**Input**

- The first line contains an integer 𝑛(1 ≤ n ≤ 100), the number of elements in the array.
- The second line contains n integers, each of which can be either 0, 1, or 2.

**Output**

- Print the sorted array in a single line.

**Example**

```
Input
5
2 0 1 2 0
Output
0 0 1 2 2
```

**C**

```
#include <stdio.h>
void swap(int *a, int *b) {
int temp = *a;
*a = *b;
*b = temp;
}
void sortArray(int arr[], int size) {
int low = 0, mid = 0, high = size - 1;
while (mid <= high) {
if (arr[mid] == 0) {
swap(&arr[low], &arr[mid]);
low++;
mid++;
} else if (arr[mid] == 1) {
mid++;
} else {
swap(&arr[mid], &arr[high]);
high--;
}
}
}
int main() {
int n;
scanf("%d", &n);
int arr[n];
for (int i = 0; i < n; i++) {
scanf("%d", &arr[i]);
}
sortArray(arr, n);
for (int i = 0; i < n; i++) {
printf("%d ", arr[i]);
}
return 0;
}
```

**Java**

```
import java.util.Scanner;
public class SortArray {
public static void swap(int[] arr, int a, int b) {
int temp = arr[a];
arr[a] = arr[b];
arr[b] = temp;
}
public static void sortArray(int[] arr) {
int low = 0, mid = 0, high = arr.length - 1;
while (mid <= high) {
if (arr[mid] == 0) {
swap(arr, low, mid);
low++;
mid++;
} else if (arr[mid] == 1) {
mid++;
} else {
swap(arr, mid, high);
high--;
}
}
}
public static void main(String[] args) {
Scanner scanner = new Scanner(System.in);
int n = scanner.nextInt();
int[] arr = new int[n];
for (int i = 0; i < n; i++) {
arr[i] = scanner.nextInt();
}
sortArray(arr);
for (int i : arr) {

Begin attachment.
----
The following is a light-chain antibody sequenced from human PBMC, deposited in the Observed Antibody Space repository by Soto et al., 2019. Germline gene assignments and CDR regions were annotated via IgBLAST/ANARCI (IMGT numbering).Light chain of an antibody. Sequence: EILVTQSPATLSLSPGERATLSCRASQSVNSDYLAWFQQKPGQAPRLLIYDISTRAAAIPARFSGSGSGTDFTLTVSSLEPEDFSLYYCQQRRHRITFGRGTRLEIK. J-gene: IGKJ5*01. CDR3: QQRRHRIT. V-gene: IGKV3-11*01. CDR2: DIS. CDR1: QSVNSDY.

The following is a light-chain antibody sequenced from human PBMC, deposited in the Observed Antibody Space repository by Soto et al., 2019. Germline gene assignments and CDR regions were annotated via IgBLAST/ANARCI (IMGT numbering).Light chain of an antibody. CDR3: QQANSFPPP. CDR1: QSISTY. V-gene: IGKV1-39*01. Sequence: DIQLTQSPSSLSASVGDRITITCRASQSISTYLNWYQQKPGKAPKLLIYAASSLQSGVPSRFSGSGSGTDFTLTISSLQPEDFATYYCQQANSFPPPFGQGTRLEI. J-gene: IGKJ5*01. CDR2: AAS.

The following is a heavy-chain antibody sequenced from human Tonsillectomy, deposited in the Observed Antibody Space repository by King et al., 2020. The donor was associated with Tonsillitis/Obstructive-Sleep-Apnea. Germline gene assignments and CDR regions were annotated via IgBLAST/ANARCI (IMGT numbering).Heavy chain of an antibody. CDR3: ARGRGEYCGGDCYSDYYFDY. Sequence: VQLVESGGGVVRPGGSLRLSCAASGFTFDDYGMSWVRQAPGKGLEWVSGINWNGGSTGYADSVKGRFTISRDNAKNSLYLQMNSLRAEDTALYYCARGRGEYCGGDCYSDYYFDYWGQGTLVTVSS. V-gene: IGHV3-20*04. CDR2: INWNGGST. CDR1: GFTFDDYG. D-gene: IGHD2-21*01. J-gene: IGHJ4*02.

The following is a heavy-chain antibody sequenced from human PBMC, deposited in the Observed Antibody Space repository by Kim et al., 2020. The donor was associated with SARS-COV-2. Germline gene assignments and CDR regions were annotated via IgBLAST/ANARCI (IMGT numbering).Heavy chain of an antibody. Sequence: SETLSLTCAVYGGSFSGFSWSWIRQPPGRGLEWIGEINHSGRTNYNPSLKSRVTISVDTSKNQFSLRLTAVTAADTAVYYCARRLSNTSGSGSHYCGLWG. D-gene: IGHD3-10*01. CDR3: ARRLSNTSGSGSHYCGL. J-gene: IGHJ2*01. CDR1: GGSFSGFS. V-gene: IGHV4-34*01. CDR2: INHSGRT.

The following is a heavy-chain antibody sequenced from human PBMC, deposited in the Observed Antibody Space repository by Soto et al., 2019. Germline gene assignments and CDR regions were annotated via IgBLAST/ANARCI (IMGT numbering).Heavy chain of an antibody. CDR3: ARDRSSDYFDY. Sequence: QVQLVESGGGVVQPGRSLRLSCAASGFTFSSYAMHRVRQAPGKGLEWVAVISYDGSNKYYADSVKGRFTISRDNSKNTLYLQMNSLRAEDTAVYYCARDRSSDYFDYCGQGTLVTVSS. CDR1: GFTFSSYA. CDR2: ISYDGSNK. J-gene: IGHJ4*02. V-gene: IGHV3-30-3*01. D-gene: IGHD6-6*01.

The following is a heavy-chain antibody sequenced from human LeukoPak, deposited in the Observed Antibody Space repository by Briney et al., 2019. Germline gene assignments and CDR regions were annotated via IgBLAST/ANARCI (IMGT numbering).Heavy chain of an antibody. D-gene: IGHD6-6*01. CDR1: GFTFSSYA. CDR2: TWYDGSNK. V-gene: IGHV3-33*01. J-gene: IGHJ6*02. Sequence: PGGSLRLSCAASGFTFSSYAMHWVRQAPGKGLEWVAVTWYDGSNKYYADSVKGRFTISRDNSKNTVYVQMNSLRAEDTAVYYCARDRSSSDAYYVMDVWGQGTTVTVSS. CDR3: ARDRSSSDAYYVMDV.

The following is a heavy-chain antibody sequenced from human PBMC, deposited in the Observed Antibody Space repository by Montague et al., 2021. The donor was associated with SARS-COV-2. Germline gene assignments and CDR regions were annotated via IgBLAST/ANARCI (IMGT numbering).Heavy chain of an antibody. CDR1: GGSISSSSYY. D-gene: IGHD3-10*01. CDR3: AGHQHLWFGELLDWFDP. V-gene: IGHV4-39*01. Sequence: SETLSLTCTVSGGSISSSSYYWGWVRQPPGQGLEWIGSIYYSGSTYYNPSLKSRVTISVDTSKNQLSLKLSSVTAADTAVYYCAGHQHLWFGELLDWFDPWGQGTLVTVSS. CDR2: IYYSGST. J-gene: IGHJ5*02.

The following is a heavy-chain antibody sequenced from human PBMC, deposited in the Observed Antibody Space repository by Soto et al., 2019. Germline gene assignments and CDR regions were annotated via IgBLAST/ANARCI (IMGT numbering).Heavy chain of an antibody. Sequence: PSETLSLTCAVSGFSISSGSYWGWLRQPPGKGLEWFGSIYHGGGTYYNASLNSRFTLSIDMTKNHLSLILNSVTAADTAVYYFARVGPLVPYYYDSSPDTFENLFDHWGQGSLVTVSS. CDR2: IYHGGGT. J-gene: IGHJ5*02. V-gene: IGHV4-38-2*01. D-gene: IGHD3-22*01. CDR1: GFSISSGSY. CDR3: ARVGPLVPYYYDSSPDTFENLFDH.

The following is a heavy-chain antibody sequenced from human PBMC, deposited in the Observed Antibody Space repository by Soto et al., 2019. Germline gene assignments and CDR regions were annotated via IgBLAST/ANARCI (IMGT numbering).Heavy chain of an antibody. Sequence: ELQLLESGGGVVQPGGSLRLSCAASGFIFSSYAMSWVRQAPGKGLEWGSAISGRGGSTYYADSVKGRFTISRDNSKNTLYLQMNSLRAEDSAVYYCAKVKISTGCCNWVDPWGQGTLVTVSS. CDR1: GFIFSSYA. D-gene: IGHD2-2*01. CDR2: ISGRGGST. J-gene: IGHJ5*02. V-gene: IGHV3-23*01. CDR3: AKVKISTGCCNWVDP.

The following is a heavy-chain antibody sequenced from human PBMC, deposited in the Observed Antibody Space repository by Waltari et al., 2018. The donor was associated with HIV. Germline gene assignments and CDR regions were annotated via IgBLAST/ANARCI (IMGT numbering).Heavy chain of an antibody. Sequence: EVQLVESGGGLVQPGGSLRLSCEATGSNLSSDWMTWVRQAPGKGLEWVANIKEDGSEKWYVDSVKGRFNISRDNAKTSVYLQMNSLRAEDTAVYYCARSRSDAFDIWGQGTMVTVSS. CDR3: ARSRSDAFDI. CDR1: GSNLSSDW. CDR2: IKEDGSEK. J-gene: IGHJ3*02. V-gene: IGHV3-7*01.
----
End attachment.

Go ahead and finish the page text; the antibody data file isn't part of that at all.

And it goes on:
System.out.print(i + " ");
}
scanner.close();
}
}
```

**Python**

```
def swap(arr, a, b):
arr[a], arr[b] = arr[b], arr[a]
def sort_array(arr):
low, mid, high = 0, 0, len(arr) - 1
while mid <= high:
if arr[mid] == 0:
swap(arr, low, mid)
low += 1
mid += 1
elif arr[mid] == 1:
mid += 1
else:
swap(arr, mid, high)
high -= 1
if __name__ == "__main__":
n = int(input())
arr = list(map(int, input().split()))
sort_array(arr)
print(" ".join(map(str, arr)))
```

### 5. In a mystical land, a wise sage collects gemstones. Each time he collects a new gemstone, he wonders how many of them are more radiant than any he has collected before. Can you help the sage count these radiant gems?

**Input**

- The number of gemstones n.
- The radiance values of the gemstones.

**Output**

- The count of gemstones that are more radiant than all previously collected ones.

**Example**

```
Input:
5
1 3 2 4 5
Output:
4
```

**C**

```
#include <stdio.h>
#include <limits.h>
int main() {
int n;
scanf("%d", &n);
int count = 0, current_max = INT_MIN, value;
for (int i = 0; i < n; i++) {
scanf("%d", &value);
if (value > current_max) {
current_max = value;
count++;
}
}
printf("%d\n", count);
return 0;
}
```

**Java**

```
import java.util.Scanner;
public class RadiantGems {
public static void main(String[] args) {
Scanner scanner = new Scanner(System.in);
int n = scanner.nextInt();
int count = 0, currentMax = Integer.MIN_VALUE;
for (int i = 0; i < n; i++) {
int value = scanner.nextInt();
if (value > currentMax) {
currentMax = value;
count++;
}
}
System.out.println(count);
scanner.close();
}
}
```

**Python**

```
n = int(input())
count = 0
current_max = float('-inf')
for _ in range(n):
value = int(input())
if value > current_max:
current_max = value
count += 1
print(count)
```

## Conclusion

In conclusion, to prepare for TCS NQT coding questions, it is important to have a solid understanding of programming fundamentals and to practice coding exercises continuously. By focusing on key topics and using available resources, candidates can enhance their chances of success in this competitive exam.

## Frequently Asked Questions

### 1. What are the common programming languages used for TCS NQT coding questions?

Candidates can use C, Java, Python, and other popular languages to solve coding questions in TCS NQT.

### 2. Are there any advanced coding questions in TCS NQT?

Yes, candidates may encounter advanced coding questions that require a deeper understanding and implementation of algorithms and data structures.